When Nathan Law boarded a London-bound plane in Hong Kong in the summer of 2020, he knew it might be for the last time.
After years of eroding freedoms in Hong Kong, China had just passed a wide-ranging National Security Law that criminalised anything that could vaguely be considered an act of secession, subversion, terrorism or collusion with foreign forces in the territory. As one of Hong Kong’s most prominent pro-democracy activists, Law knew he could be targeted. But even he has been surprised by the speed with which the law has been used to crack down on anyone who doesn’t toe the line. Journalists, entrepreneurs, judges and academics have all been prosecuted.
For Law, who was granted political asylum in the UK in April 2021, it’s been difficult to observe from afar. “You’re literally witnessing Hong Kong civil society, with decades of foundation, collapse.”
Bespectacled in a pressed white shirt with a grandfather collar, Law couldn’t look less like the troublemaking radical of Beijing’s warnings. We spoke on the same day the 28-year-old’s new book, Freedom: How We Lose it and How We Fight Back, is released in the UK. He was soft-spoken and polite, though passionate in his arguments.
Born in the Chinese city of Shenzhen, Law moved with his family to Hong Kong when he was six years old. The family was “blue collar”, he says. His father was a builder, his mother a street cleaner. They didn’t discuss politics at home. It wasn’t until 2010, when the Chinese writer and human rights activist Liu Xiaobo won the Nobel Peace Prize, that Law began to question what he was being taught. The morning after the prize was announced, the principal of his pro-Beijing secondary school made an announcement at a school assembly “denouncing” the award. “It really triggered my curiosity,” he said. Law began reading Liu’s work and researching democracy. “It really opened up a gate for me.”
On the other side of that gate lay the road to activism. By the time he was a 21-year-old student, Law had become a household name across Hong Kong for leading the 2014 Yellow Umbrella Movement, a student protest calling for free elections in the semi-autonomous Chinese territory. Two years later, aged 23, he was elected a lawmaker, the youngest in Hong Kong’s history. The celebrations didn’t last long, however, as authorities soon disqualified him for altering his oath of office. In 2017, he was jailed for two months because of his role in the protests of 2014.
Now exiled from Hong Kong and cut off from speaking to his family and friends back home, Law has continued his activism from the other side of the world. These days, however, he’s expanded his scope. While the dizzying backslide on freedom in Hong Kong is tied to its connection and proximity to China, Law insists that his home isn’t unique.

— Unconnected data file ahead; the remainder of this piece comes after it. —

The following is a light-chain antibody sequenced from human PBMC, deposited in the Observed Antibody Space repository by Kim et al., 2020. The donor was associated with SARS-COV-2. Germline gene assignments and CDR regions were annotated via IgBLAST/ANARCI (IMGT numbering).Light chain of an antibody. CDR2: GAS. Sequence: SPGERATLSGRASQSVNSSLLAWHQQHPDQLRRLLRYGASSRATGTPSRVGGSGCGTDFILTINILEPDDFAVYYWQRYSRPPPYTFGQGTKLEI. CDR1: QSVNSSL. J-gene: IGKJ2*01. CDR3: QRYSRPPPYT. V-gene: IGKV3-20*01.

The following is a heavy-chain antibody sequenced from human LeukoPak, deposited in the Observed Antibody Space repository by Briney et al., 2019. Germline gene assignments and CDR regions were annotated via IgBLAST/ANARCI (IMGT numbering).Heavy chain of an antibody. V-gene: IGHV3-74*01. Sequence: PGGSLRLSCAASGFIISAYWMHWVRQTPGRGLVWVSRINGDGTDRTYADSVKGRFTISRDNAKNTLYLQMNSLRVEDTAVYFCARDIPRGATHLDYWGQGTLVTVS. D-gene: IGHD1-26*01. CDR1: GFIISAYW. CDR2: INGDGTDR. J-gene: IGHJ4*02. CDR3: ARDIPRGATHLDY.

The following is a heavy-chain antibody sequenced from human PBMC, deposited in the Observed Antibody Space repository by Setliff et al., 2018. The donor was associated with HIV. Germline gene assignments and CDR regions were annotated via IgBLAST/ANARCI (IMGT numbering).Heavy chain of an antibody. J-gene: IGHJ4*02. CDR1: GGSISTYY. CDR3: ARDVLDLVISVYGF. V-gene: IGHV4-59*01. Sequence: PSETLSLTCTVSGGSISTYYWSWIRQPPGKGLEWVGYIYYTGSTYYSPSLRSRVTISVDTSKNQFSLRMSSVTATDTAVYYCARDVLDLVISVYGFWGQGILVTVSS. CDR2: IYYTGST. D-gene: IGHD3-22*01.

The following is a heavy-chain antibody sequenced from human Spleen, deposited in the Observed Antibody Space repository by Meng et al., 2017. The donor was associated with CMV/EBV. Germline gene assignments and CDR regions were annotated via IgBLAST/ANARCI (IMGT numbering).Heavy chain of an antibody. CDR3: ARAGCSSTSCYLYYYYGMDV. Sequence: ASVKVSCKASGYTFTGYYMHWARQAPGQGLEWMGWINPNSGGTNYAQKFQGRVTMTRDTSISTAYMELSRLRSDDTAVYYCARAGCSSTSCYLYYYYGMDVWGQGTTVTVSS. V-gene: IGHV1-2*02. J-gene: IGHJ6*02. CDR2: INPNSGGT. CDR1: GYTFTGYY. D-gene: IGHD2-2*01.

He points to Hungary and Poland as two explicit examples of European countries where democracy is blatantly under attack. Yet, Law warns, the threat of authoritarianism isn’t always obvious. While democracy can crumble quickly if not protected, it doesn’t happen overnight. Authoritarianism can creep – that’s part of the problem. Even nations with the most firmly established institutions could see democratic norms eroded over time if there isn’t a backlash.
Consider the case that has roiled British politics this week: a majority of MPs voted to overhaul the system that holds them to account after a Conservative MP, Owen Paterson, did not disclose he was paid by outside interests when lobbying ministers. (Following an unexpected wave of outrage and corruption accusations, the government has reversed course.) Are the UK’s democratic freedoms under threat too?
“Freedom is under threat everywhere,” Law stated firmly. A mixture of complacency and lack of interest, he suggested, has meant that too many nations – including the UK – don’t recognise a threat when it’s staring them in the face. “Democracy is not only a electoral system,” he pointed out. “It’s a series of values that we all treasure.”
Chief among those values, he said, is the freedom of the press and the right to protest. Those are often the first rights to be stamped out by authoritarian regimes. Yet the loss of those rights is also, not coincidentally, least likely to sound the alarm with the wider public. That’s why, Law emphasised, attacks on the press and on protesters should serve as the first warning sign, and civilians should push back on any encroachment.
So what is the international community’s role in all of this? “We need to see the rise of authoritarianism – or the global democratic decline – as a global crisis,” Law said. He pointed to the Economist Intelligence Unit’s democracy index, which in 2020 judged that less than 10 per cent of the world’s population lived in a true democracy, while more than a third of the world lived under authoritarian rule. Strengthening and expanding “alliances that are bound by democratic values”, and using those alliances to systematically counter China and other undemocratic regimes, is the only way to reverse that trend. Ultimately, he added, it’s up to those who live in free or mostly free societies to stop authoritarianism.
“The price of freedom is eternal vigilance,” Law said. “You are the beneficiary of it – but you’re also the guardians of it.”